Like Haya, Ahlam Bakhit suffered from the war that broke out in Sudan in mid-April 2023 between the Sudanese Armed Forces and the Rapid Support Forces. In a few words, the fifty-year-old woman said in an interview with Al Jazeera Net, that she witnessed all the sadness and grief from leaving Khartoum amid fire and bullets to reaching Egypt.
“We woke up on April 15 to the sound of cannons and bullets, as well as thick smoke in the sky,” Ahlam said. After her daughter entered university in Turkey, Ahlam was living alone in the Jabara area of the capital, Khartoum.
The diabetic patient fled with only the clothes she was wearing along with some of her neighbors to avoid flying bullets, and spoke to her relatives in different areas, “God protected me, and I knew how to get out of Khartoum and How to reach the Egyptian border”, and I lived with my relatives, but on my way out I did not get sugar injections for several days and I fell into a coma.'' ''Temporary. I ran away wearing my nightgown and remained as I was for several days. ,
Ahlam received stories from his neighbors and relatives that described him as having “white hair”. Ahlam further said, “Rapid Support Forces entered the houses and looted. They stole gold, money, furniture, cars, clothes and everything.”
Ahlam mentioned that an acquaintance of hers was raped in West Darfur while she was fleeing. She said, “Everyone around me had similar stories of violence against their families, and there were many incidents of rape, even with pregnant women.”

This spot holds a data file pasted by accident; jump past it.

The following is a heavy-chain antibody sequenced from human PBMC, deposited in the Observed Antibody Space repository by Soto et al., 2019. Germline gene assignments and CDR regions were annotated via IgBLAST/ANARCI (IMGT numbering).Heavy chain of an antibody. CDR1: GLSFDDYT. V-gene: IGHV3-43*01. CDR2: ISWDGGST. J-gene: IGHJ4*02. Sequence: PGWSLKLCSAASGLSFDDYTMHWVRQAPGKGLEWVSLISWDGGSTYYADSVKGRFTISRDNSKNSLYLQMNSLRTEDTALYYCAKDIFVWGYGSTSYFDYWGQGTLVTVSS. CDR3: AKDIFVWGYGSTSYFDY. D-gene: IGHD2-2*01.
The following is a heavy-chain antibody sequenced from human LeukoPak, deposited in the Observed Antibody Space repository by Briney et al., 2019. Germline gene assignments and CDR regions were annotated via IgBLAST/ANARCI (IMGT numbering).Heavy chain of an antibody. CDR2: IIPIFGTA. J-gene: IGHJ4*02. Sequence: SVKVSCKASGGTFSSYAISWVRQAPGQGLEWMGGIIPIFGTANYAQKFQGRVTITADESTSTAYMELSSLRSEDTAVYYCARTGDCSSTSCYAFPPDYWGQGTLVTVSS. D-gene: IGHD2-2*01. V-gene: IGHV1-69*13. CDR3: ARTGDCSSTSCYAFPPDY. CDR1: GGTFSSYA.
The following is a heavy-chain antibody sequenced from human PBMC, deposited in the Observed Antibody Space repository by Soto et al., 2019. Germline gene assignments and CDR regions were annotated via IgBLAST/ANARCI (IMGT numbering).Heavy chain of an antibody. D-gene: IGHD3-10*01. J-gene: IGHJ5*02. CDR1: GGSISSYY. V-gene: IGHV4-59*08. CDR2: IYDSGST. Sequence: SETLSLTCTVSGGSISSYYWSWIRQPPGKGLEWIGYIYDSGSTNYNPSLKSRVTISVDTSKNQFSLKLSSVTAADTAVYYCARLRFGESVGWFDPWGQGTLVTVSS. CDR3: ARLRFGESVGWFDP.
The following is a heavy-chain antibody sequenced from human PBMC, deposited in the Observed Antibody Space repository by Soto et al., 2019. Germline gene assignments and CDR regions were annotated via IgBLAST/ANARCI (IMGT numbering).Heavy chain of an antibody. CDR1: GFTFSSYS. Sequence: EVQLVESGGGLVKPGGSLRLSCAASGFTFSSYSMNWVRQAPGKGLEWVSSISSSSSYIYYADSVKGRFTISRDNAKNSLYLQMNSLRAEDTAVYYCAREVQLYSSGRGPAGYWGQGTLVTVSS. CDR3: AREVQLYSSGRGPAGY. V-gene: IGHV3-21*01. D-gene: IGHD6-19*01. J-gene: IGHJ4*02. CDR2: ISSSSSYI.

Human Rights Watch highlighted that dozens of women and girls in Darfur were raped by the Rapid Support Forces and their allied militias in Sudan.
Evangelista said rape is sometimes used as a deliberate tactic to weaken community cohesion by creating fear and chaos.
The professor of history and political science at Cornell University said that for many cultures, rape of women is an “honor crime”, which is against the honor of men when enemy combatants attack their women.
“This places a double burden on women, who suffer physical and psychological trauma as a result of rape and then the shame they face in their communities, who often wrongly blame them for being victims of the attacks,” she said. “
He described wartime rape as being committed by more “opportunistic” and undisciplined combatants. “Rape and sexual violence are closely related to war itself, because war is a matter of a dominant side and a submissive side, the winner versus the loser.” In this sense, war is qualitative. Soldiers often do this.'' By feminizing their enemies, male soldiers also commit sexual violence against men and women to assert their dominance.
Women are facing the worst conditions of war, especially the current war in Gaza, Professor of History and Political Science indicated that recent developments undermine hopes of reducing the suffering of women in war This is because states and actors clearly ignore the comprehensive safeguards provided by international law. Law.
Evangelista stressed that Israel's focus on war preparations and its unwillingness to find any kind of solution to stopping the war led to “untold suffering for Palestinian women and children in Gaza.”